“The shaman’s position within the tribe is to be a sort of go-between, between the ghost-world, the worlds of the dead and the ancestors arid the minor divinities, of the haunting spirits on the one hand, and the tribe and common-life on the other. And the shaman goes off, takes his or her dream-trip, ventures into these places and comes back with, hopefully, insights, sometimes healing insights, spiritual insights, news from the gods, news from the ancestors.” – The Edge Interview
Horror is, after all, a representative of the fantastic, and is tied in with the quest for the spirit, for the supernatural. In this way, horror is religion’s twin shadow, the path we walk in search of real trembling awe and mystery.
Pavor Nocturnus is the newest LP from Melbourne, Australia’s The Night Terrors, and first release for the new imprint Twisted Nerve Australia, a collaboration between reissue labels Dual Planet and Finders Keepers. Pavor Nocturnus is built around recordings from the gigantic pipe organ in Melbourne’s Town Hall, The Grand Pipe Organ, the largest in the southern hemisphere. Pavor Nocturnus is a titanic opus of grindhouse funk and giallo gothicness, recorded on one Friday the 13th back in June.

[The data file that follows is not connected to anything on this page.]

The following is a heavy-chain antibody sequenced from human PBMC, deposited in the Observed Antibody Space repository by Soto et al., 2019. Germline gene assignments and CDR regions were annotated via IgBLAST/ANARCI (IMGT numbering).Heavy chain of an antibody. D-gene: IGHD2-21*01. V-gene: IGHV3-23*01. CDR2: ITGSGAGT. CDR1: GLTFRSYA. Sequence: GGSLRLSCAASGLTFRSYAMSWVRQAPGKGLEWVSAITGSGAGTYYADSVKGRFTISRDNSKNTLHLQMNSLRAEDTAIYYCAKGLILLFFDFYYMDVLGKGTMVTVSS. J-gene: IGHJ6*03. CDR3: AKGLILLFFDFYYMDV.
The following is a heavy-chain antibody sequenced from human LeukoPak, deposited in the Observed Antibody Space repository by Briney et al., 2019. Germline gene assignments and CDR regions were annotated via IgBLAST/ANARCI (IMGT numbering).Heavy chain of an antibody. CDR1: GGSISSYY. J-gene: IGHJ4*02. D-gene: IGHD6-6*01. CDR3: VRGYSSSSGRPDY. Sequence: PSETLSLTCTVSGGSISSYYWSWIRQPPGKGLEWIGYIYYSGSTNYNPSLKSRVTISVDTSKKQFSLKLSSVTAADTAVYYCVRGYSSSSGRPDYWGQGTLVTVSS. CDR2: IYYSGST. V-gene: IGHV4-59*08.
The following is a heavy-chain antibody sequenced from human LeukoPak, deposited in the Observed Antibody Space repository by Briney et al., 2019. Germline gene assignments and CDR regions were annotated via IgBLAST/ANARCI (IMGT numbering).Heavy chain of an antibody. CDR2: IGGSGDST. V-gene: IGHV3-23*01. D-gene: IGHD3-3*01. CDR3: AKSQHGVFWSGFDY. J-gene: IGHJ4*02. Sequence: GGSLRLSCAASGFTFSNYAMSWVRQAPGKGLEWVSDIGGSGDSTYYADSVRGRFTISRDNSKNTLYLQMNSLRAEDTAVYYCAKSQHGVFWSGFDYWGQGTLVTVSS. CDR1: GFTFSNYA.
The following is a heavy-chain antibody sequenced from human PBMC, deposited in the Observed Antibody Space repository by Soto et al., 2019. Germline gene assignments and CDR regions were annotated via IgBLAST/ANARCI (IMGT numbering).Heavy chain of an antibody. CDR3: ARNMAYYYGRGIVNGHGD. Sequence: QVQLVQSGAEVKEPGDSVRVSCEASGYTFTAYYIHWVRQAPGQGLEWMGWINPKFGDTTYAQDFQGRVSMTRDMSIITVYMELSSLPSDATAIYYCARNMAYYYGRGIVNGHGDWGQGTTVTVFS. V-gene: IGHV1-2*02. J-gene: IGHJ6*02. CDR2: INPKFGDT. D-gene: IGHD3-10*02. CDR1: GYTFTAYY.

As if a talented band playing Goblin grooves on a giant pipe organ weren’t good enough, these recordings are then adorned with Carpenter-esque analog electronics, pounding tribal drums, and The Night Terror’s most defining characteristic, the classically trained theremin playing of Miles Brown.